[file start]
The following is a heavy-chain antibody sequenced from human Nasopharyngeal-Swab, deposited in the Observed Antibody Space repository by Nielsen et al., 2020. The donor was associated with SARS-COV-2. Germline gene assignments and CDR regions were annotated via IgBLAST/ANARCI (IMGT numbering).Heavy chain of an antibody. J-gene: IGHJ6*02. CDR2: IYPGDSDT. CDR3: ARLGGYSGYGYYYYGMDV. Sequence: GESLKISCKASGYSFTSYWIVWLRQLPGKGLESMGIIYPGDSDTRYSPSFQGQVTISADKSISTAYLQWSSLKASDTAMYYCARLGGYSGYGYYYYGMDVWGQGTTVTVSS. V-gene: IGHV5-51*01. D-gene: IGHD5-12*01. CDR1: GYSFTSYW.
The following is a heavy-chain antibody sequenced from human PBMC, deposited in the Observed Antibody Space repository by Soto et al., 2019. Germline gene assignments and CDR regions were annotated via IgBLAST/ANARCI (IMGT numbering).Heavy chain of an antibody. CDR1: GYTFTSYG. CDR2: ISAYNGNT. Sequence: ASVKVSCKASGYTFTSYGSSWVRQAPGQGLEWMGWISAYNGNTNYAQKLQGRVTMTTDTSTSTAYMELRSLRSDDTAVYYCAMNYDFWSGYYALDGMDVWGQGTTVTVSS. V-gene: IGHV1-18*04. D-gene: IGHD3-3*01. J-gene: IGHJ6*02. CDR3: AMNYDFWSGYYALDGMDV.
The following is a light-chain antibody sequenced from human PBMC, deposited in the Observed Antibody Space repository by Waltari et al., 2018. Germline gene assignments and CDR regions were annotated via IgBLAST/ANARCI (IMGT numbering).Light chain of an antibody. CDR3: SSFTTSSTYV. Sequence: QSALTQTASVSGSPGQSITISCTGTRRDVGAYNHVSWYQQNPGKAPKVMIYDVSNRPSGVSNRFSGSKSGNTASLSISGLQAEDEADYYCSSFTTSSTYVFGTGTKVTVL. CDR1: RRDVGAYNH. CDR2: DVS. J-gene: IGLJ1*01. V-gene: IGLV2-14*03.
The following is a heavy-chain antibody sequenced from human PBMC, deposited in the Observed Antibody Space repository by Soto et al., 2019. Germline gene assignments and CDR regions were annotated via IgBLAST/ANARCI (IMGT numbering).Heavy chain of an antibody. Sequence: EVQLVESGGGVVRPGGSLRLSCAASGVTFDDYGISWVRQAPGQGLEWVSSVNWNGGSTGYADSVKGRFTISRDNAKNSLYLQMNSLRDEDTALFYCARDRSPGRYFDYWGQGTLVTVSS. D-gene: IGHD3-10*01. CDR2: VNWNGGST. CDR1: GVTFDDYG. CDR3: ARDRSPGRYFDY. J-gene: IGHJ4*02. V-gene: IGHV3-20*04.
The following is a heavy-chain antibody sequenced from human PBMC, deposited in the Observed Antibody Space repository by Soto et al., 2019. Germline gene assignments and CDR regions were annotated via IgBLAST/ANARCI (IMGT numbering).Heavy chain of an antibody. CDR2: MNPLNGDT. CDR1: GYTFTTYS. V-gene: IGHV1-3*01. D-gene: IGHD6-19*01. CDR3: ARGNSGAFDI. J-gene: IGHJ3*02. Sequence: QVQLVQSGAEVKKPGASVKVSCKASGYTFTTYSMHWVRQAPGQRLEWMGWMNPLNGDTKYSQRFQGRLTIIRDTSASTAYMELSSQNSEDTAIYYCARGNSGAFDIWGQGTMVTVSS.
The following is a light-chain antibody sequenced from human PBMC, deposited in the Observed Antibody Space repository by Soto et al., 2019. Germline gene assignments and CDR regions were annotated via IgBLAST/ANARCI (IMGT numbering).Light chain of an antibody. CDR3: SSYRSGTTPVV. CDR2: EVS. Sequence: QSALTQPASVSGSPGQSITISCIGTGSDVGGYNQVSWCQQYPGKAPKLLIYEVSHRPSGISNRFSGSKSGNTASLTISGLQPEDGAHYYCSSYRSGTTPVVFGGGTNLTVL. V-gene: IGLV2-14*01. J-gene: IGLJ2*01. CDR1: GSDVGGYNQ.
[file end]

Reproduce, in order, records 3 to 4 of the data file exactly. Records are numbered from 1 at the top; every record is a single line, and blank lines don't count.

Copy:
The following is a light-chain antibody sequenced from human PBMC, deposited in the Observed Antibody Space repository by Waltari et al., 2018. Germline gene assignments and CDR regions were annotated via IgBLAST/ANARCI (IMGT numbering).Light chain of an antibody. CDR3: SSFTTSSTYV. Sequence: QSALTQTASVSGSPGQSITISCTGTRRDVGAYNHVSWYQQNPGKAPKVMIYDVSNRPSGVSNRFSGSKSGNTASLSISGLQAEDEADYYCSSFTTSSTYVFGTGTKVTVL. CDR1: RRDVGAYNH. CDR2: DVS. J-gene: IGLJ1*01. V-gene: IGLV2-14*03.
The following is a heavy-chain antibody sequenced from human PBMC, deposited in the Observed Antibody Space repository by Soto et al., 2019. Germline gene assignments and CDR regions were annotated via IgBLAST/ANARCI (IMGT numbering).Heavy chain of an antibody. Sequence: EVQLVESGGGVVRPGGSLRLSCAASGVTFDDYGISWVRQAPGQGLEWVSSVNWNGGSTGYADSVKGRFTISRDNAKNSLYLQMNSLRDEDTALFYCARDRSPGRYFDYWGQGTLVTVSS. D-gene: IGHD3-10*01. CDR2: VNWNGGST. CDR1: GVTFDDYG. CDR3: ARDRSPGRYFDY. J-gene: IGHJ4*02. V-gene: IGHV3-20*04.